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How to get rid of maskne – chin acne caused by your mask

It crept up a bit on you at first, didn’t it? You thought it was due to stress, or relying on junk food to get you through the start of COVID, or acclimating to working from home. Then you realized the truth. The mask that is protecting you from getting sick is also waging a war of pimply proportions on your face.

Let’s talk about maskne — chin acne due to wearing a mask. While you can cover the chin acne with the mask, it can create a vicious cycle. Instead, let’s dive into how to treat and prevent getting chin acne caused by your mask so you can stay protected and be ready for mask-free life.

A woman wearing a face mask.

Wash your mask

Don’t reuse a mask without washing it

If you prefer reusable masks, wash them often. The second your mask hits the air it starts collecting bacteria, dust, and other particles. The second you put it on your face you start to add sweat, dead skin cells, and more bacteria.

Wash your masks with a gentle, mild soap and skip the bleach or other chemical cleaner. Your face will not like that and bleach will start to break down the fibers in the mask.

Don’t use anyone else’s mask

Do we really have to say anything more about this one? We’re trying to prevent the spread of germs, here.

The kind of mask you get matters

Everyone has their favorite mask. You have the one with the pattern you like or that one with the funny saying you got off of Etsy. But there are certain materials you should skip because they will irritate your skin.

Don’t get masks made of

  • Rayon
  • Nylon
  • Synthetic fabrics

Look for masks made of

  • Silk
  • Cotton
  • Natural fabrics
  • Softer fabrics

Making sure your mask is as soft and natural as possible is a great step in keeping your chin acne-free. Your skin won’t become irritated and your pores won’t become as clogged. Silk masks are the best option. Silk is antibacterial, which is a plus. But it will glide across your skin and not tear and pull.

A man looking at acne along his jaw.

Wash that face

Clean your face every time you take your mask off, even if it’s just toner

You have to clean your face when you take that mask off. If you can’t fully wash your face every time you remove your mask give the area a quick going over with an alcohol-free toner.

When you put a mask on you are placing any bacteria, germs, dirt, and other particles it has picked up in direct contact with your face. Yes, that mask is keeping people’s sick germs away from you. But if you keep your mask in your purse or hanging in your car, it’s constantly collecting bits of grit and grime. Your skin will thank you if you at least clean your face with toner consistently, even on the days you don’t wear a mask.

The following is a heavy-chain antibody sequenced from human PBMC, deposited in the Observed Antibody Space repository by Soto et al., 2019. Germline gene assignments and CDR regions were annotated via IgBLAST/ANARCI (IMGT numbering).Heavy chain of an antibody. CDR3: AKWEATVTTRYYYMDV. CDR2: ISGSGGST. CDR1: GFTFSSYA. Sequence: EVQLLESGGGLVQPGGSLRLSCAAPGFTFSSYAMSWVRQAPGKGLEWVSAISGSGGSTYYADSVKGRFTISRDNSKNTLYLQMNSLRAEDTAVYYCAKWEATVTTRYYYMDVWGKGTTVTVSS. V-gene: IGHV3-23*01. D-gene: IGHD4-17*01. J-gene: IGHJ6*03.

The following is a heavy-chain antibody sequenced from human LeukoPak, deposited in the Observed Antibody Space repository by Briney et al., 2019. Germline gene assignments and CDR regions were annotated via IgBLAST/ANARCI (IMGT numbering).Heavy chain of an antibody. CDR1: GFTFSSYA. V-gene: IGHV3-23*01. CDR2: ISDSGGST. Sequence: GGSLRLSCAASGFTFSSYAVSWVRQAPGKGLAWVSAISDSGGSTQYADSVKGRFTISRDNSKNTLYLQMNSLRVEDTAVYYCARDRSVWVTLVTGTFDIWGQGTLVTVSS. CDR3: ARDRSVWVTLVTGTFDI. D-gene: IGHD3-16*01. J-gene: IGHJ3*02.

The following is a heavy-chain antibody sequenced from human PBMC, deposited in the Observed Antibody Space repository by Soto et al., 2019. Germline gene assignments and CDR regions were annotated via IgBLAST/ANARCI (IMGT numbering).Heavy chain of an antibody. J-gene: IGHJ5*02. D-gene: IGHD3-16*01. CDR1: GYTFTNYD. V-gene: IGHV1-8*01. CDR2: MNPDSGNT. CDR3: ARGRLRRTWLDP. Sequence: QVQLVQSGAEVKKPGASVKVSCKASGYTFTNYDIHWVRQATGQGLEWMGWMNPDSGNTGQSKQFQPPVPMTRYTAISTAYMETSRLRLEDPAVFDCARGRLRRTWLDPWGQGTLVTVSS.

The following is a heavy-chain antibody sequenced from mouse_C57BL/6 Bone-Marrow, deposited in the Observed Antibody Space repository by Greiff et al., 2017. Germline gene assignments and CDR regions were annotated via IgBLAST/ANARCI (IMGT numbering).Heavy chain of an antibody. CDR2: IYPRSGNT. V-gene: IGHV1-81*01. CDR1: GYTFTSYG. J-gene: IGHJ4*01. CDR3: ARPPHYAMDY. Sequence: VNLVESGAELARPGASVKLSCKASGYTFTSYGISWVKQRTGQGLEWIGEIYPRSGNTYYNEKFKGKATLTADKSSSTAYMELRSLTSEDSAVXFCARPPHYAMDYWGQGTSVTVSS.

Go makeup-free

At the very least, don’t wear foundation, concealer, or blush

If you have to wear a mask to work, you are only showing off your eyes anyway. You can still rock the cat eye and your favorite lid color. But concealer and foundation clog your pores normally. Add to that a mask that is going to rub against your skin and drive that product deeper into your dermis and the combination will lead to even more acne.

A woman holding a face mask while looking at a blemish on her chin.

A moisturizer is a must

You need to create a healing barrier between your skin and the mask. The right moisturizer is important no matter what is causing your acne. If you have dry skin, opt for a hydrating moisturizer. If you have oily skin, reach for a gel moisturizer.

While we don’t see masks going away any time soon, we do want your maskne to. If you already suffer from acne, eczema, or rosacea in normal times, wearing a mask is probably making it worse. You can still keep yourself and your loved ones safe by wearing your mask while not having your face pay the price. Making sure you are following these tips every day will help your skin clear up and prevent future maskne breakouts.

BlissMark provides information regarding health, wellness, and beauty. The information within this article is not intended to be medical advice. Before starting any diet or exercise routine, consult your physician. If you don’t have a primary care physician, the United States Health & Human Services department has a free online tool that can help you locate a clinic in your area. We are not medical professionals, have not verified or vetted any programs, and in no way intend our content to be anything more than informative and inspiring.

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